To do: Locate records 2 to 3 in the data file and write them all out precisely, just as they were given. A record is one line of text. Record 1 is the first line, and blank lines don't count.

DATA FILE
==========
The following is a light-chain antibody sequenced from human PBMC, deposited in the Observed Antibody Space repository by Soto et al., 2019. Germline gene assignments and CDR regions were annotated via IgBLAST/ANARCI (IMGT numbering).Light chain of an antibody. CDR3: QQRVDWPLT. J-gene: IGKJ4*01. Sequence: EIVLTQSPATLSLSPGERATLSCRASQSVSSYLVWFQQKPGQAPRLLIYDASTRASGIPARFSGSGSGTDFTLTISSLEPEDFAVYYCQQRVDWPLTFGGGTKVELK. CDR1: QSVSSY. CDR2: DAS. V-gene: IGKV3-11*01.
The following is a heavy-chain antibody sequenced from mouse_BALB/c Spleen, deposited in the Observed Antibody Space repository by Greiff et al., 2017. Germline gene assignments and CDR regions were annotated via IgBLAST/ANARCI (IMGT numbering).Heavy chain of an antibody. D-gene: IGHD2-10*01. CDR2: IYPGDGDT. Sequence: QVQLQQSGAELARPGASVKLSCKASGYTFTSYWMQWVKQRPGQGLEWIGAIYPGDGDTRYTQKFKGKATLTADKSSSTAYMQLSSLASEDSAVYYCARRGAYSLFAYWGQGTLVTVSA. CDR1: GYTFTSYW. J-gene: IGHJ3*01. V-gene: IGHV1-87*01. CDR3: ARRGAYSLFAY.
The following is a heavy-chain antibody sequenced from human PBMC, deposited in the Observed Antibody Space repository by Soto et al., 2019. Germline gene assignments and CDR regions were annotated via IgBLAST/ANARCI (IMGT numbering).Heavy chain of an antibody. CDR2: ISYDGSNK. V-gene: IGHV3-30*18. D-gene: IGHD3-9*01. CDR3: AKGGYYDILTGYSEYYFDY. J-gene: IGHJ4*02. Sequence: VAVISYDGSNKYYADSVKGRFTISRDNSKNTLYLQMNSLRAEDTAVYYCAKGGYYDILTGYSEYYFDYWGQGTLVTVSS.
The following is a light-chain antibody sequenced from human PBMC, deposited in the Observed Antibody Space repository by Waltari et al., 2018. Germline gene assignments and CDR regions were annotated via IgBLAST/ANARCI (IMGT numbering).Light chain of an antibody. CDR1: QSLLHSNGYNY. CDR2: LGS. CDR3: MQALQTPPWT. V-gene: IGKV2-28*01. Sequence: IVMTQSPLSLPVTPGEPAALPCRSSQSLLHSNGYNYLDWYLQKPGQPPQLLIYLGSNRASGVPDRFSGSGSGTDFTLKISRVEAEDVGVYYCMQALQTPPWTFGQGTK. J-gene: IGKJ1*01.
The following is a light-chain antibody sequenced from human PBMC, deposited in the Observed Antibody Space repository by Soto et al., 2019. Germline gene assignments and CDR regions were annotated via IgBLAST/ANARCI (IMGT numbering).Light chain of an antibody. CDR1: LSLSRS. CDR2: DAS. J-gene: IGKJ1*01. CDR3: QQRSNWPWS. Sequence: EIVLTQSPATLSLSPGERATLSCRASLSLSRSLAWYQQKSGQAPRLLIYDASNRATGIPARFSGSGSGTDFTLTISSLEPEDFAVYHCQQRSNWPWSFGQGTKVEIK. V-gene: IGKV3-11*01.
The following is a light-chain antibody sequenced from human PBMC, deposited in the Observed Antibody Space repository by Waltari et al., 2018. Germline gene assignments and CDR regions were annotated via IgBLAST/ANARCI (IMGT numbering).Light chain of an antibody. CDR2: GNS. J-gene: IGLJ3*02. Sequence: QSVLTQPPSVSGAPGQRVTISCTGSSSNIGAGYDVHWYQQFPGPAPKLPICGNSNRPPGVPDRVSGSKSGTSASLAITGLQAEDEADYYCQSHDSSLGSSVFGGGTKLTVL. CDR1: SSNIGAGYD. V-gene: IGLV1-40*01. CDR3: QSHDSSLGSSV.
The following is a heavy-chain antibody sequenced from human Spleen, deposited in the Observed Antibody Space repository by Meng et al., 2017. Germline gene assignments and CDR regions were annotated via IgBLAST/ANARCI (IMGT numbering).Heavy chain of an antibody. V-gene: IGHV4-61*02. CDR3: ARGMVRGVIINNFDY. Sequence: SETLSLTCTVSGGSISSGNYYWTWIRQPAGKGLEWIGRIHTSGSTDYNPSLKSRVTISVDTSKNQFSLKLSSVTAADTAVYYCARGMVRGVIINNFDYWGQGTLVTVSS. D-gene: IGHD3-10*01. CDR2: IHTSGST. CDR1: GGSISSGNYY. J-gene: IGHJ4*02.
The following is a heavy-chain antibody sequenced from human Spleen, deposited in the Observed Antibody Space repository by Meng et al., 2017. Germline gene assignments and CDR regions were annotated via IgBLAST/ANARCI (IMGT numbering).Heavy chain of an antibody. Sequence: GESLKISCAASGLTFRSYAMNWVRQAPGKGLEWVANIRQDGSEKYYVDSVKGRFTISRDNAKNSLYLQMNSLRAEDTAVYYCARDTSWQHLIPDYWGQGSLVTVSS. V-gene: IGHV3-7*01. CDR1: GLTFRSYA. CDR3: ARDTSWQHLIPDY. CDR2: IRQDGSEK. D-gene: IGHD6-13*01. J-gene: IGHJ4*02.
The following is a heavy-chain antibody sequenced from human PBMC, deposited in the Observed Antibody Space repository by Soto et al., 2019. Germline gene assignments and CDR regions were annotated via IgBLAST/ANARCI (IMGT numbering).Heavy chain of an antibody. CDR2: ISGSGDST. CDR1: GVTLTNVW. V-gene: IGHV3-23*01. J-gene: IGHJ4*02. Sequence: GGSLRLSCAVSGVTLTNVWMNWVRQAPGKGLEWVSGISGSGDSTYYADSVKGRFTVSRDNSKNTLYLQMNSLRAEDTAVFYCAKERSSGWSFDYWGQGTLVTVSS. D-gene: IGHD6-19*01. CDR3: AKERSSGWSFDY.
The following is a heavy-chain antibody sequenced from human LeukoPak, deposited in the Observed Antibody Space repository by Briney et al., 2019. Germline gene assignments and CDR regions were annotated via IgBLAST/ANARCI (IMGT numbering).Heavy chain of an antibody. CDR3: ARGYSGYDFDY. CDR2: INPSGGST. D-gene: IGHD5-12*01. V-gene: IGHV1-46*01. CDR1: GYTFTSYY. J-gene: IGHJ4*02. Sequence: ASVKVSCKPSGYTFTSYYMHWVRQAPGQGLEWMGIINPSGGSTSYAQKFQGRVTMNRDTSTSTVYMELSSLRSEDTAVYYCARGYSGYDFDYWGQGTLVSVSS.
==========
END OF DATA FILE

The following is a heavy-chain antibody sequenced from mouse_BALB/c Spleen, deposited in the Observed Antibody Space repository by Greiff et al., 2017. Germline gene assignments and CDR regions were annotated via IgBLAST/ANARCI (IMGT numbering).Heavy chain of an antibody. D-gene: IGHD2-10*01. CDR2: IYPGDGDT. Sequence: QVQLQQSGAELARPGASVKLSCKASGYTFTSYWMQWVKQRPGQGLEWIGAIYPGDGDTRYTQKFKGKATLTADKSSSTAYMQLSSLASEDSAVYYCARRGAYSLFAYWGQGTLVTVSA. CDR1: GYTFTSYW. J-gene: IGHJ3*01. V-gene: IGHV1-87*01. CDR3: ARRGAYSLFAY.
The following is a heavy-chain antibody sequenced from human PBMC, deposited in the Observed Antibody Space repository by Soto et al., 2019. Germline gene assignments and CDR regions were annotated via IgBLAST/ANARCI (IMGT numbering).Heavy chain of an antibody. CDR2: ISYDGSNK. V-gene: IGHV3-30*18. D-gene: IGHD3-9*01. CDR3: AKGGYYDILTGYSEYYFDY. J-gene: IGHJ4*02. Sequence: VAVISYDGSNKYYADSVKGRFTISRDNSKNTLYLQMNSLRAEDTAVYYCAKGGYYDILTGYSEYYFDYWGQGTLVTVSS.